The Chronicles of Covid-19

 In Blog

I’ve discovered the assistance I can render in a pandemic is minimal.

I’m self-isolating. I’m wishing karmic wealth for essential workers. I’m checking in with family and friends as my deadlines allow. I’m chronicling. And the one thing I can do, is encourage you to become chroniclers, as well.

Writing has long kept me sane. It is my way of making sense of the world, especially when my mind is spiking in different directions.

It is also my way of remembering details that are important to me. When Chris (my husband) and I were on a 14-month assignment for National Geographic last year, traveling to 50 destinations in 35 countries, I kept a logbook. I knew details and moments would quickly blur together, and so every night before bed, I would jot down what happened that day. Sometimes I would paste in plane tickets, dive shop stickers, national park passes, or newspaper clippings.

That logbook is our most valuable souvenir. It is a record of our experience.

We should all be keeping pandemic logbooks. Whether you’re self-isolating solo or bubbling with your family, chronicling your experience is important.

First, it will help you make sense of, and remember, your experience. Perhaps not now, but in time. Here are my suggestions for getting started:

1) Choose a notebook. I used to favour exquisite leather journals, but I’ve found yearly day-planners work surprisingly well, as they contain well-defined daily boxes and are easier to write in. If this is a family chronicle, list the names and ages of the archivists, and perhaps ask your kids to decorate the notebook.

2) Keep a routine. Write at the same time every day, even if you’re only jotting down a line or two. (I found that right before bed works best for me.)

3) Start with just the facts, ma’am. You’re an archivist; a chronicler. Focus on the facts first: what happened today?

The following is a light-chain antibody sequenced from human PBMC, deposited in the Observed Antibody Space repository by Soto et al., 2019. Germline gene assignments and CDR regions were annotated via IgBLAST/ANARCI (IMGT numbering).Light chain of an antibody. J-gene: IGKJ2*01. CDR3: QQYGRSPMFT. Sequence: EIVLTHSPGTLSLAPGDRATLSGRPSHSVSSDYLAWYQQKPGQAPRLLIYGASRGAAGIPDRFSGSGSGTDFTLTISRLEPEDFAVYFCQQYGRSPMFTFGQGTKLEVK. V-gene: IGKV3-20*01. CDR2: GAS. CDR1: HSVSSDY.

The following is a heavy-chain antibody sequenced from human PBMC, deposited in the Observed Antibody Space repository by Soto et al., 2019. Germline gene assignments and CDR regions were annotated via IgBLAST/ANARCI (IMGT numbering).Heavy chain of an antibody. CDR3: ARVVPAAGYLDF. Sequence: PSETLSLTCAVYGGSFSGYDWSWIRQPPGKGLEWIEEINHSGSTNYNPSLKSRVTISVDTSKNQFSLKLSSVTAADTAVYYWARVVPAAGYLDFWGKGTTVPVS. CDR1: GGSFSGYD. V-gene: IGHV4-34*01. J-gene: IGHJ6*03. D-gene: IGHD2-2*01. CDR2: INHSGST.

– What are the numbers? It may sound morbid, but I’m tracking reported case numbers here in New Zealand. I remember when we were at eight. Eight confirmed cases. It wasn’t that long ago, but it feels like years. I want to remember how swiftly this thing moved.

– What are the headlines? What’s dominating the news, both at home and abroad?

– What else is happening in the world? Spring? Autumn? Birthdays? Good news events?

4) Document details. Broad strokes never capture what happened; details tell the story.

– What did you do today? What is your routine under lockdown? (Chart the course of a normal day from getting up to going to bed.) What are you watching / bingeing / reading / listening to / baking? If you go to the grocery store or pharmacy, what was that experience like and how is it differing from normal?

– What is catching your eye and capturing your attention? Who do you find yourself missing? What do you find yourself focusing on – a bird? A story about a man hoarding hand sanitizer? Where are your thoughts taking you today? What are your kids missing about school or pre-lockdown life?

5) Tell the stories. These are some of my favouite parts of our logbook: the inside jokes between me and Chris; funny or poignant moments that will never make the published book; a description of an event. These moments tend to vanish from memory unless prompted to recall, so capture them: write them down.